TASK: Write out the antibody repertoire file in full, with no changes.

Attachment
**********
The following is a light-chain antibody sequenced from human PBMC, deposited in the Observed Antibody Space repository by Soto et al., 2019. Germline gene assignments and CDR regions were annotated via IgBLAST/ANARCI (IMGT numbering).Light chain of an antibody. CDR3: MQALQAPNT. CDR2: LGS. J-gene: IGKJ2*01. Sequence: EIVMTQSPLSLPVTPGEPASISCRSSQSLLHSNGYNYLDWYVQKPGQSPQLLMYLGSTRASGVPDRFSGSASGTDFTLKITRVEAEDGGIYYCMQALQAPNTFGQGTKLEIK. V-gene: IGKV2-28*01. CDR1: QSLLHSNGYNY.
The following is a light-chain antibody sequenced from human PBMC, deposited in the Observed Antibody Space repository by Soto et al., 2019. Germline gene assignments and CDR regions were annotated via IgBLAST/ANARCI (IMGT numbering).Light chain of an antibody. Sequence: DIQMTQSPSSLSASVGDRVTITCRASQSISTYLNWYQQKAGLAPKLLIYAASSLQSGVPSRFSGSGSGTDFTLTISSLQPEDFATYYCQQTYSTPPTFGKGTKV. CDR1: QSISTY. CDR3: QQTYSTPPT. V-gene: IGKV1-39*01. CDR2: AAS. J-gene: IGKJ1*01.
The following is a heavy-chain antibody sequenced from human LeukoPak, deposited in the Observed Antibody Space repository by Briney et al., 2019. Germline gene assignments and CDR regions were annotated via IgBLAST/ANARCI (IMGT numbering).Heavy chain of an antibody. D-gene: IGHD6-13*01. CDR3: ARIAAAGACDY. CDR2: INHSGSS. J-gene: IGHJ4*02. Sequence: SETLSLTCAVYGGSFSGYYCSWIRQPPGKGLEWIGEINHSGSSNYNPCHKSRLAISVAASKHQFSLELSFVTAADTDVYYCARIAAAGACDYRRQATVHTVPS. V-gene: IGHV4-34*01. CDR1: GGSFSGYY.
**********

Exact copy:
The following is a light-chain antibody sequenced from human PBMC, deposited in the Observed Antibody Space repository by Soto et al., 2019. Germline gene assignments and CDR regions were annotated via IgBLAST/ANARCI (IMGT numbering).Light chain of an antibody. CDR3: MQALQAPNT. CDR2: LGS. J-gene: IGKJ2*01. Sequence: EIVMTQSPLSLPVTPGEPASISCRSSQSLLHSNGYNYLDWYVQKPGQSPQLLMYLGSTRASGVPDRFSGSASGTDFTLKITRVEAEDGGIYYCMQALQAPNTFGQGTKLEIK. V-gene: IGKV2-28*01. CDR1: QSLLHSNGYNY.
The following is a light-chain antibody sequenced from human PBMC, deposited in the Observed Antibody Space repository by Soto et al., 2019. Germline gene assignments and CDR regions were annotated via IgBLAST/ANARCI (IMGT numbering).Light chain of an antibody. Sequence: DIQMTQSPSSLSASVGDRVTITCRASQSISTYLNWYQQKAGLAPKLLIYAASSLQSGVPSRFSGSGSGTDFTLTISSLQPEDFATYYCQQTYSTPPTFGKGTKV. CDR1: QSISTY. CDR3: QQTYSTPPT. V-gene: IGKV1-39*01. CDR2: AAS. J-gene: IGKJ1*01.
The following is a heavy-chain antibody sequenced from human LeukoPak, deposited in the Observed Antibody Space repository by Briney et al., 2019. Germline gene assignments and CDR regions were annotated via IgBLAST/ANARCI (IMGT numbering).Heavy chain of an antibody. D-gene: IGHD6-13*01. CDR3: ARIAAAGACDY. CDR2: INHSGSS. J-gene: IGHJ4*02. Sequence: SETLSLTCAVYGGSFSGYYCSWIRQPPGKGLEWIGEINHSGSSNYNPCHKSRLAISVAASKHQFSLELSFVTAADTDVYYCARIAAAGACDYRRQATVHTVPS. V-gene: IGHV4-34*01. CDR1: GGSFSGYY.